Bella is making me work harder for her love and attention, but when she finally loves on me, it is totally worth it. She deserves a good home and is still up for adoption. It makes me happy knowing we can care for her while she waits for her perfect human.

While you have probably seen that some shelters have had all of their animals adopted, what you do not know, is that there are many rescues that still have pets up for adoption and need help fostering, and need supplies and donations to continue doing their work.

Look, I know fostering is not for everyone. It’s not always easy. Sometimes the animals are sick or need extra attention. It can be time consuming and is not always perfect, but it is WORTH it. I have had some many laughs and special moments with both of our fosters.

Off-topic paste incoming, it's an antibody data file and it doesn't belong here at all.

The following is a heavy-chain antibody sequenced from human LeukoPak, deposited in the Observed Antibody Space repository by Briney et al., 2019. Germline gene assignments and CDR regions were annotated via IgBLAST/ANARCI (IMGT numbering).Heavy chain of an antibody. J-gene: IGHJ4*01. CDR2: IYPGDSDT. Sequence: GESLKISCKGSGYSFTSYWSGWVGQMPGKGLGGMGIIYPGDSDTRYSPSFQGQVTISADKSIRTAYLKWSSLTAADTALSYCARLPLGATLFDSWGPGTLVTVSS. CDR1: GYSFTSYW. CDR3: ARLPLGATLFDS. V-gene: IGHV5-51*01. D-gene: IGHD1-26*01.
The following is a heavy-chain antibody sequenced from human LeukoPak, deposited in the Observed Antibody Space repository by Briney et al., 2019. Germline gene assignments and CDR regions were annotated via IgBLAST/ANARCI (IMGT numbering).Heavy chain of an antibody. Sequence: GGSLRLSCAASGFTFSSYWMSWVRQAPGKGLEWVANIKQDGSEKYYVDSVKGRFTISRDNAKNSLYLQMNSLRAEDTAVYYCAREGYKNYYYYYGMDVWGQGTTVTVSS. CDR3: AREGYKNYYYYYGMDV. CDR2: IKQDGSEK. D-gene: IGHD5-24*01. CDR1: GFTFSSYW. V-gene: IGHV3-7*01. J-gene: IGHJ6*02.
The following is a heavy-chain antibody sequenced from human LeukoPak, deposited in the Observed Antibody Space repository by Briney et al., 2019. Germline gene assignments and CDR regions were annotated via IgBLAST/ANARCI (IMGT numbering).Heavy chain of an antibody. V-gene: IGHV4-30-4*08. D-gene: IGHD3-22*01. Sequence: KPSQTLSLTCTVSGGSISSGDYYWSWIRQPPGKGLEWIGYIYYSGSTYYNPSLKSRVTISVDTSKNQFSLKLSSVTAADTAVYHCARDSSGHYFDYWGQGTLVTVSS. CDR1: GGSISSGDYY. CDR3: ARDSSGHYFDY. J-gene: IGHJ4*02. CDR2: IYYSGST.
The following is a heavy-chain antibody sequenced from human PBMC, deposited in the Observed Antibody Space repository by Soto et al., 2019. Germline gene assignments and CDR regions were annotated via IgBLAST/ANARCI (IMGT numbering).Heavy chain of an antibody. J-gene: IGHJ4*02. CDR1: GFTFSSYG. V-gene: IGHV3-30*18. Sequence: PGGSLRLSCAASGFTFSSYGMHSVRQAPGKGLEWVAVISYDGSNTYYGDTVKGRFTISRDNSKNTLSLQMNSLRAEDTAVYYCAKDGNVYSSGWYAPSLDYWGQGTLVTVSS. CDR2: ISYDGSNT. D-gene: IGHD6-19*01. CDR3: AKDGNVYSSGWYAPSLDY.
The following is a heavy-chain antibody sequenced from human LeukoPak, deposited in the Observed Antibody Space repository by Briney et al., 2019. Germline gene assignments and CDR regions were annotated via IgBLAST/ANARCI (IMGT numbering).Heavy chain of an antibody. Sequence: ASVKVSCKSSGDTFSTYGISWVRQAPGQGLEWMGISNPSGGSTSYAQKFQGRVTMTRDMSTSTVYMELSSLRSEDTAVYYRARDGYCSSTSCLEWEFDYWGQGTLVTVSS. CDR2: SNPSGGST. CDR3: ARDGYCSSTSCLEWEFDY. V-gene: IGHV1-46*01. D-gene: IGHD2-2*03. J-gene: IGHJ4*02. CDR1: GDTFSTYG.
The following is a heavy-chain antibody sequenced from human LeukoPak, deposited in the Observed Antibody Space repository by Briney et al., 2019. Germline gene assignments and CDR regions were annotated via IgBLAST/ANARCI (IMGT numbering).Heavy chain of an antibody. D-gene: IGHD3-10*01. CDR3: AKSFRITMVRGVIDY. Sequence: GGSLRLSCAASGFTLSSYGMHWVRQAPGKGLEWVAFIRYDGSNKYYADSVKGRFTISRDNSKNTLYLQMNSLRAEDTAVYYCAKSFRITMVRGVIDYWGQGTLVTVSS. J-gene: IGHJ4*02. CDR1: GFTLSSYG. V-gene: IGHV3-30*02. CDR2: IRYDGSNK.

All you need is a room in your house that you can give to an animal. You can provide them with human interaction. I do not think I would have offered to foster a pet before the coronavirus, but honestly, I am glad we have taken the leap.



Our current Tortie beauty, Bella.

Please, please consider helping out anyway you can! I am happy to answer any questions or concerns you may have about becoming a foster.

See all of Feral Friends adoptable cuties by clicking here and click to donate here: -> adoptable cats

and click to donate here: -> donations





  1. Liz
    April 14, 2020 / 7:47 pm

    Delightful! Thank you, Kristina!

    Donations are welcome at:

    • ardentlypetite
      April 14, 2020 / 7:58 pm

      Liz, thank you so much for taking the time to read it! I can’t believe I forgot to post the donation link, but I’m updating now!